Bay High school is located in Panama City, FL…most people know of us as the Spring Break capital of the world, which while it is true, hardly indemnifies us. It is a burden we carry for a few months each spring and shed as quickly as possible.

“Piezography printing has changed my entire outlook on digital photography and digital output. Through this remarkable technology, my students are now able to really show the scope of their work in the black and white photographic arts.”

Chris Calohan

My name is Chris Calohan and I teach the soon to become ancient art of black and white photography. My students shoot pinhole, Holgas, 35mm, 4X5, 2 ¼, and digital (mostly, Nikon D40’s). They process all their own film and print in a traditional darkroom environment. The darkroom is nicely equipped with a variety of enlargers, 22 in all. Most of my students are a part of an advanced academic program called, “A.I.C.E.” which is the acronym for Advanced International Certificate of Education, and is a Cambridge based international educational centre. While grades certainly are an important part of these student’s lives, what really makes them stand apart from their peers is their intense desire to learn. This desire certainly makes my day pleasurable.

Several years ago, I became entranced with some of the lost photographic arts, now affectionately called, “alternative” and introduced many of these techniques to my students, starting with cyanotype and working my way from salt to albumen. Last summer, I was fortunate enough to attend Christopher James Alternative Processes workshop in Santa Fe and came home with additional skills to teach my students (or, as they would say, more knowledge to punish them with), and as the readers can see, they took to these processes like ducks to water…and yes, they still squirmed their fair share. The two most popular processes were salt and albumen, though palladium and gum were close seconds. We still do a goodly bit of cyanotype and recently have begun a dip into Tim Rudman’s world of Lith Printing.

This summer I am returning to Santa Fe and will get some instruction in wet plate collodion and carbon printing. With all the tools available, and the products being put out by my students, it is still a struggle to convince the powers to be, that the costs outweigh the end results. Each year now for the last ten, I’ve managed to make a strong argument, even in this failing economy. While I was at the Santa Fe workshop, I was fortunate enough to have Christopher James share his Piezography prints with the class and I knew then, this was another great alternative process, though admittedly at the time, I didn’t have clue one as to the power of this kind of printing.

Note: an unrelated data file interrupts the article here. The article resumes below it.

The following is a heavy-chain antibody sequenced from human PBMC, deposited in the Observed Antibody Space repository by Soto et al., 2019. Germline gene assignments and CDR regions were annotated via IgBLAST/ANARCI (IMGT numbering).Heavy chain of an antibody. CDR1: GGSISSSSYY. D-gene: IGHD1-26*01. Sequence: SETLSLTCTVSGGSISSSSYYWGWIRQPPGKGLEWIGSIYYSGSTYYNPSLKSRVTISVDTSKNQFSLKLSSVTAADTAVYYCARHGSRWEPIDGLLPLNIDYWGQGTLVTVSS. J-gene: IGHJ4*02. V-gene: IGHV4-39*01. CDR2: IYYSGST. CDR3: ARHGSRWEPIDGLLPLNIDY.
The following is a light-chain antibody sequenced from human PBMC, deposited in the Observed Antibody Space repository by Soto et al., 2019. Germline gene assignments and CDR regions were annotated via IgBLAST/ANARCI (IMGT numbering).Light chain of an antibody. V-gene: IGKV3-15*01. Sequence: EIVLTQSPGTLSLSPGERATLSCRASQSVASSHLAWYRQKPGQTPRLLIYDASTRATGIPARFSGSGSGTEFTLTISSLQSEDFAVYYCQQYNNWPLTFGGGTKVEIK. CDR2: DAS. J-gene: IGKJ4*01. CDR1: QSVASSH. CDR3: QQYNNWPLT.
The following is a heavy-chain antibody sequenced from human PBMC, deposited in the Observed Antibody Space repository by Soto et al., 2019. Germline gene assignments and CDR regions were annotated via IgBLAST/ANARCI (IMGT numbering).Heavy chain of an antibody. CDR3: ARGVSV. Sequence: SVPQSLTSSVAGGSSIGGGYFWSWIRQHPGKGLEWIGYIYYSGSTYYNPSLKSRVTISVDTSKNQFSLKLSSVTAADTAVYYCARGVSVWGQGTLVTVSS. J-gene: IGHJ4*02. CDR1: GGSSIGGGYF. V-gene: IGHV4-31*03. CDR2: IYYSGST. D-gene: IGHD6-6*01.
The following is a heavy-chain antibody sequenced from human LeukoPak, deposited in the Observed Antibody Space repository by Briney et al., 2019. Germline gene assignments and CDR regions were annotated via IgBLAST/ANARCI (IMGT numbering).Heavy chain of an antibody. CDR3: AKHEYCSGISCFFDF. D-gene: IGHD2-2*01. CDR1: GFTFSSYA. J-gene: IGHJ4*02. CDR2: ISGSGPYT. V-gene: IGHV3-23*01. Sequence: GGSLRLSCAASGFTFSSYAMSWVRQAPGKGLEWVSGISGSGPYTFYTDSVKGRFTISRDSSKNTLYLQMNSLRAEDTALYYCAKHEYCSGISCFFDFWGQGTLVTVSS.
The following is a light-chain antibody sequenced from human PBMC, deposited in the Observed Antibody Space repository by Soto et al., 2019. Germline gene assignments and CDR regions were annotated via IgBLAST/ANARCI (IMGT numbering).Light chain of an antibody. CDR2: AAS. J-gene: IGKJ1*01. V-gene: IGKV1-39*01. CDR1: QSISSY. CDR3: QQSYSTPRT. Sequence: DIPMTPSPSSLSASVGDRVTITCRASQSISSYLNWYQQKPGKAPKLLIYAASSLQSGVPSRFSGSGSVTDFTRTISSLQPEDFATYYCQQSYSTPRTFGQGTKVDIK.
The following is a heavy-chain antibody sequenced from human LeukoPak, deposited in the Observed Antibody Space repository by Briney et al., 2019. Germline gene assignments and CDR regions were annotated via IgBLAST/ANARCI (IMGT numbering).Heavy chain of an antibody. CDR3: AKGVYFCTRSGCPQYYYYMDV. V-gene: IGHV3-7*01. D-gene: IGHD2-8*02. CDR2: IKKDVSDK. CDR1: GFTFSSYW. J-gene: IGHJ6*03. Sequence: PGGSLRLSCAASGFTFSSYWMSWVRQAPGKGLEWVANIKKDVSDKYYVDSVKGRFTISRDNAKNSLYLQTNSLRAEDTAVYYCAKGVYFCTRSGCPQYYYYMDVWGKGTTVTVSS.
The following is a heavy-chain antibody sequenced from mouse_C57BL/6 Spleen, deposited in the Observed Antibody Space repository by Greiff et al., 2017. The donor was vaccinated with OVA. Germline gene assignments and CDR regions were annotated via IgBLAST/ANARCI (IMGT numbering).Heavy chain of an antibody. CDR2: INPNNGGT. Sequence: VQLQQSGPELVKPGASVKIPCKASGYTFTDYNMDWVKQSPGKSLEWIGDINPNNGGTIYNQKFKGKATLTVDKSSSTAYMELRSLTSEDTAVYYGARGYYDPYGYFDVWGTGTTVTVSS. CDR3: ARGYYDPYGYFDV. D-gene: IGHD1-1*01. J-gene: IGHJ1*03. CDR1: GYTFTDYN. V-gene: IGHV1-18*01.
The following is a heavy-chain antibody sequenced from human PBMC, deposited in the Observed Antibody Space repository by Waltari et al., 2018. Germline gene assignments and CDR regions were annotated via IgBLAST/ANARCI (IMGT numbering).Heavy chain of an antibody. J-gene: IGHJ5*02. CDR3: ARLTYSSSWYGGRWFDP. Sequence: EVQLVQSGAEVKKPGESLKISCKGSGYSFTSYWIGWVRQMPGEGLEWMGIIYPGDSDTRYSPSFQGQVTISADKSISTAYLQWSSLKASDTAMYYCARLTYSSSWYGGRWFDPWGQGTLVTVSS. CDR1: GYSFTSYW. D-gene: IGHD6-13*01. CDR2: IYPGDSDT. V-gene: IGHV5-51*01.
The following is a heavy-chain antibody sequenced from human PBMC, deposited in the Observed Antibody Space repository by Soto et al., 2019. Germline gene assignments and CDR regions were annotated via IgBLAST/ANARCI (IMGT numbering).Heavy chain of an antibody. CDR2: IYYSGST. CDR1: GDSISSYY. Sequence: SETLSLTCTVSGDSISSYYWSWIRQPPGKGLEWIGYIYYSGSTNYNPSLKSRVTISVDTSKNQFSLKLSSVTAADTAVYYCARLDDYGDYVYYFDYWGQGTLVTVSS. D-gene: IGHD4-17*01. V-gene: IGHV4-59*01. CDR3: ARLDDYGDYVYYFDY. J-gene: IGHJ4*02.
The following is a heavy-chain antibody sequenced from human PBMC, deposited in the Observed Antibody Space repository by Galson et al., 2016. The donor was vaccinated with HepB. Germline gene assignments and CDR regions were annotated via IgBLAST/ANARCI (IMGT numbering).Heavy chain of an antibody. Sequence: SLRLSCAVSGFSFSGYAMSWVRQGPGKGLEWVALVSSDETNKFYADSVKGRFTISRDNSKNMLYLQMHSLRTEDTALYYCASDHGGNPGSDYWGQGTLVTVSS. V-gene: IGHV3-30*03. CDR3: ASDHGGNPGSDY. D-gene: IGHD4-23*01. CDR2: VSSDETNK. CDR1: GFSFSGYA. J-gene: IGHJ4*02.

As an educator, especially one in an art field that is losing hard ground every year, having the alternative processes available and having the expertise of Christopher James readily available, the chemistry from Bostick-Sullivan and the Photo Formulary, has dramatically changed how I am able to present the photographic arts to my students in addition to the more traditional darkroom methodologies. Four years ago, I added the digital dimension as another method of teaching the photographic arts, though will tell everyone, I did it kicking and screaming all the way. Most of my reluctance came because short of some very expensive printers/inks, showing my student’s work with the same clarity as came from the darkroom simply wasn’t there. It wasn’t bad, but it wasn’t a fine art print, shot zone, and printed on a nice Ilford paper. It was but a mere imitation.

When I returned from the workshop, I used some of my program money to purchase an Epson 1400 and Jon Cone’s Piezography Special Edition ink set but didn’t put it into place until about midway through the first term. I was still being the consummate darkroom guy and my digital class didn’t start until mid-October, and…well, I liked James’ stuff, but still wasn’t totally convinced.

That has all changed now. Though having a somewhat shaky start with a balking printer which just didn’t want to cooperate, with a new printer in place, Piezography printing has changed my entire outlook on digital photography and digital output. Through this remarkable technology, my students are now able to really show the scope of their work in the black and white photographic arts. All the works shown are from students who first put a film camera in their hands either in August of 2009 or January of 2010.

I have attached some of my students’ works in hopes your readers can see what a remarkable difference Piezography printing makes in their presentation output. Because I am working with high school students and on a fairly tight budget, I use a variety of papers ranging from the JonCone Studio Type 2 paper to InkPress papers, both cold and warm tone. For special presentations, I allow my students to print on the 188 Hahnemuhle Photo Rag or the Jon Cone 310 though it is a major operation getting heavy paper through the print gate of an Epson 1400. Next year, I plan on a better Epson printer. I will date myself, but have to tell everyone, “I’m stoked!”

Chris Calohan
Bay High School
1200 Harrison Ave
Panama City, FL 32401